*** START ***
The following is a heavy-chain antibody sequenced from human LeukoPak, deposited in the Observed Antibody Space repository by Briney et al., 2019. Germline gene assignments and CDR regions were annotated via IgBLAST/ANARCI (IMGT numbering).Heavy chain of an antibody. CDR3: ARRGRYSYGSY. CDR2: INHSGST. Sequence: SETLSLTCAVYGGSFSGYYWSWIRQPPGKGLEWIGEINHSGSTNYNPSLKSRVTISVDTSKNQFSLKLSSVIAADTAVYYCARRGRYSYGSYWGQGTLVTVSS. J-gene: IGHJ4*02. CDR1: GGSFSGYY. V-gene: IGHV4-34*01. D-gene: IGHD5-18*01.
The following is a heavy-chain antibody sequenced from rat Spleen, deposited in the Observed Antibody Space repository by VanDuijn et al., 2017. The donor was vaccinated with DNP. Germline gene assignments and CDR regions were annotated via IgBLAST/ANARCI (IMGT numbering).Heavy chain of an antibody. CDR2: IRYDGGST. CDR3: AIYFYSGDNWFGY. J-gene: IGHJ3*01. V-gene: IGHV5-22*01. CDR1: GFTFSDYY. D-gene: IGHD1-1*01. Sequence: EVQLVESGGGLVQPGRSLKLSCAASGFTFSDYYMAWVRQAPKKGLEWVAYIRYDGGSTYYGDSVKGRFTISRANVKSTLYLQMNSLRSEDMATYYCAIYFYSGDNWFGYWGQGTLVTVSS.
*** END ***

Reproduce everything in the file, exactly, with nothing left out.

The following is a heavy-chain antibody sequenced from human LeukoPak, deposited in the Observed Antibody Space repository by Briney et al., 2019. Germline gene assignments and CDR regions were annotated via IgBLAST/ANARCI (IMGT numbering).Heavy chain of an antibody. CDR3: ARRGRYSYGSY. CDR2: INHSGST. Sequence: SETLSLTCAVYGGSFSGYYWSWIRQPPGKGLEWIGEINHSGSTNYNPSLKSRVTISVDTSKNQFSLKLSSVIAADTAVYYCARRGRYSYGSYWGQGTLVTVSS. J-gene: IGHJ4*02. CDR1: GGSFSGYY. V-gene: IGHV4-34*01. D-gene: IGHD5-18*01.
The following is a heavy-chain antibody sequenced from rat Spleen, deposited in the Observed Antibody Space repository by VanDuijn et al., 2017. The donor was vaccinated with DNP. Germline gene assignments and CDR regions were annotated via IgBLAST/ANARCI (IMGT numbering).Heavy chain of an antibody. CDR2: IRYDGGST. CDR3: AIYFYSGDNWFGY. J-gene: IGHJ3*01. V-gene: IGHV5-22*01. CDR1: GFTFSDYY. D-gene: IGHD1-1*01. Sequence: EVQLVESGGGLVQPGRSLKLSCAASGFTFSDYYMAWVRQAPKKGLEWVAYIRYDGGSTYYGDSVKGRFTISRANVKSTLYLQMNSLRSEDMATYYCAIYFYSGDNWFGYWGQGTLVTVSS.